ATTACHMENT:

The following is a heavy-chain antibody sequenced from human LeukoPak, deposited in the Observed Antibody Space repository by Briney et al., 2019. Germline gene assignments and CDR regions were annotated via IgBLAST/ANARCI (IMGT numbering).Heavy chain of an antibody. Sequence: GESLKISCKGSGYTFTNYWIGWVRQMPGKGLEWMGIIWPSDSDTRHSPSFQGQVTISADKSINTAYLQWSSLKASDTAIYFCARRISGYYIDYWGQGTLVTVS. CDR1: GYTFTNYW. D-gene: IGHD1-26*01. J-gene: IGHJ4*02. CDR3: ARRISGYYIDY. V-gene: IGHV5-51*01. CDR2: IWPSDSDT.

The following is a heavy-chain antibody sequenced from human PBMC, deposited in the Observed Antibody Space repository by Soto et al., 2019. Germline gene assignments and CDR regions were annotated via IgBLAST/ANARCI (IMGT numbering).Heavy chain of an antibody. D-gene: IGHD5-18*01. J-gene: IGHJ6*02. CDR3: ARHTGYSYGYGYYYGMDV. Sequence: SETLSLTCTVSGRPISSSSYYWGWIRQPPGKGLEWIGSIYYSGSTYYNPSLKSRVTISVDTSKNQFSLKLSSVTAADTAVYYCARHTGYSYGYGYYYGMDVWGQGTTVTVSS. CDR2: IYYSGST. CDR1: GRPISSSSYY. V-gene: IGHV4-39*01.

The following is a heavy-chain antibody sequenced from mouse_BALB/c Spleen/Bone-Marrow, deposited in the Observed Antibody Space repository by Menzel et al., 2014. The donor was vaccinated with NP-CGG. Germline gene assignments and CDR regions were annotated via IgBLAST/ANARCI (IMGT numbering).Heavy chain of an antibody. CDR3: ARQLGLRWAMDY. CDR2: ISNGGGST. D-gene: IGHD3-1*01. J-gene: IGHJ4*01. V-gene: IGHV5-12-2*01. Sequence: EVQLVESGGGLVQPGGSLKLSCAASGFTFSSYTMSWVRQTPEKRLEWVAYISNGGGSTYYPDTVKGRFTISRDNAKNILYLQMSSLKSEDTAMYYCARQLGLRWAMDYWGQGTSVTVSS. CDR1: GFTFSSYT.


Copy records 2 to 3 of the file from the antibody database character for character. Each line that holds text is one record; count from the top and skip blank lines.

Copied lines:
The following is a heavy-chain antibody sequenced from human PBMC, deposited in the Observed Antibody Space repository by Soto et al., 2019. Germline gene assignments and CDR regions were annotated via IgBLAST/ANARCI (IMGT numbering).Heavy chain of an antibody. D-gene: IGHD5-18*01. J-gene: IGHJ6*02. CDR3: ARHTGYSYGYGYYYGMDV. Sequence: SETLSLTCTVSGRPISSSSYYWGWIRQPPGKGLEWIGSIYYSGSTYYNPSLKSRVTISVDTSKNQFSLKLSSVTAADTAVYYCARHTGYSYGYGYYYGMDVWGQGTTVTVSS. CDR2: IYYSGST. CDR1: GRPISSSSYY. V-gene: IGHV4-39*01.

The following is a heavy-chain antibody sequenced from mouse_BALB/c Spleen/Bone-Marrow, deposited in the Observed Antibody Space repository by Menzel et al., 2014. The donor was vaccinated with NP-CGG. Germline gene assignments and CDR regions were annotated via IgBLAST/ANARCI (IMGT numbering).Heavy chain of an antibody. CDR3: ARQLGLRWAMDY. CDR2: ISNGGGST. D-gene: IGHD3-1*01. J-gene: IGHJ4*01. V-gene: IGHV5-12-2*01. Sequence: EVQLVESGGGLVQPGGSLKLSCAASGFTFSSYTMSWVRQTPEKRLEWVAYISNGGGSTYYPDTVKGRFTISRDNAKNILYLQMSSLKSEDTAMYYCARQLGLRWAMDYWGQGTSVTVSS. CDR1: GFTFSSYT.